The Bush administration is thinking about your retirement. Maybe you should be, too. It may be too soon to tell how President Bush will reform Social Security -- if at all -- but it's not too soon for you to crunch some numbers, make some decisions and plot a course on how you plan to spend -- and finance -- your retirement. There are some great savings vehicles out there, and some even better ones to come. The old 401(k)s, IRAs and Roth IRAs are still viable options, and we'll remind you of their rules later on, but the president is pushing two new ones: Lifetime Savings Accounts and Retirement Savings Accounts, both of which are basically new and improved Roths. Either way, there will be good choices available to you.
The World of IRAs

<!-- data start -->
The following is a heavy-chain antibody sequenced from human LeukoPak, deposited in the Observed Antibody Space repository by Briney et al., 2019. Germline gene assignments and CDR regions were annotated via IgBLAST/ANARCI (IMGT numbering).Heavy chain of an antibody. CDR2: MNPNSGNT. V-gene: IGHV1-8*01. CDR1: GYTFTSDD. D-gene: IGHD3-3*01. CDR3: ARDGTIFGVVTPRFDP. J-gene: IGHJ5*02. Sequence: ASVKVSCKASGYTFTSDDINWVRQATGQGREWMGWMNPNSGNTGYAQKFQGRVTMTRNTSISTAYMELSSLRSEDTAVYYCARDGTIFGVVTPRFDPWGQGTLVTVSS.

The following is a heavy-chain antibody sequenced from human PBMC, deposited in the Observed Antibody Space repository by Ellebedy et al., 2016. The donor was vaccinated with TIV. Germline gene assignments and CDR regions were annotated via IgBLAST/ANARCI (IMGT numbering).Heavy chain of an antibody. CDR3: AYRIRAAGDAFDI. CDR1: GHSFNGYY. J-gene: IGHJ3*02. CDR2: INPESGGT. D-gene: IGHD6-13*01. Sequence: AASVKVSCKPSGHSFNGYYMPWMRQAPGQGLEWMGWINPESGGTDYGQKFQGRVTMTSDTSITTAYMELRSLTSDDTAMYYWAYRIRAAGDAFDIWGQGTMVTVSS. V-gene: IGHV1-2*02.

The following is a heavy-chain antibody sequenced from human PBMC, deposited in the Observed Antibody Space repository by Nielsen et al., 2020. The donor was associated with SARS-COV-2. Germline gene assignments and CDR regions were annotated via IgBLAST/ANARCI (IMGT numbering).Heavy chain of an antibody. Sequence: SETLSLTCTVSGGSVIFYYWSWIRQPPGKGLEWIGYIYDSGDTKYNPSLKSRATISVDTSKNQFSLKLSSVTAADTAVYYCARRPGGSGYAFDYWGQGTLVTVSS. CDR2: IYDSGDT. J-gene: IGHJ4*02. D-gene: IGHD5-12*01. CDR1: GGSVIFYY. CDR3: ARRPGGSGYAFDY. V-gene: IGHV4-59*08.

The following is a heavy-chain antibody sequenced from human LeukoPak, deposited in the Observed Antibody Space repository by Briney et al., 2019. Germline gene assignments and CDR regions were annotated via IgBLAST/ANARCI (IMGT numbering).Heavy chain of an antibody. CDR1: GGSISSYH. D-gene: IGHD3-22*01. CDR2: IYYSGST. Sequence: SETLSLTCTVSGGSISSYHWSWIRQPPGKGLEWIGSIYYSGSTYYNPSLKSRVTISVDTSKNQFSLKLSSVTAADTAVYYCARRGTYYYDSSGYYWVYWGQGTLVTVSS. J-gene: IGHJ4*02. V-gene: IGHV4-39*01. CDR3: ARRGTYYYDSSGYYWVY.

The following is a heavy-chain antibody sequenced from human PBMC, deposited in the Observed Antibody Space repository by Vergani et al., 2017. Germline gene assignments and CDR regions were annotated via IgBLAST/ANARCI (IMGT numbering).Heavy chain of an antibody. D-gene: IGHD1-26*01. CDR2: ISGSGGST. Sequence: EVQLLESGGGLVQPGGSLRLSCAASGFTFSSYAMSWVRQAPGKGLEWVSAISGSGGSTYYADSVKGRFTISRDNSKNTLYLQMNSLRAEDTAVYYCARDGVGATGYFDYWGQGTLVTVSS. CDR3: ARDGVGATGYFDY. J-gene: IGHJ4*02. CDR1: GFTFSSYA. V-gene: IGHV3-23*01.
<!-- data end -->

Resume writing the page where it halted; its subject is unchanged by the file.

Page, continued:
Individual Retirement Accounts, or IRAs, come in a few different flavors these days. The old-school IRA is a tax-deductible savings account. That means you'll get a deduction on your tax return in the year you make a contribution to the account. At age 59, you can start withdrawing the money but you'll owe income tax on the withdrawals, based on your current tax bracket. The logic is that you'll be retired and in a lower tax bracket, so the income tax hit will be less. As long as you are not covered by a retirement plan at work, for 2005 you can contribute up to $4,000 to an IRA account. You have to make that much money this year, though. If you only earn $3,500, that's all you can contribute. For 2004, your maximum contribution was $3,000, or $3,500 if you're 50 and over. If you are covered by a retirement plan at work, there are some contribution limitations.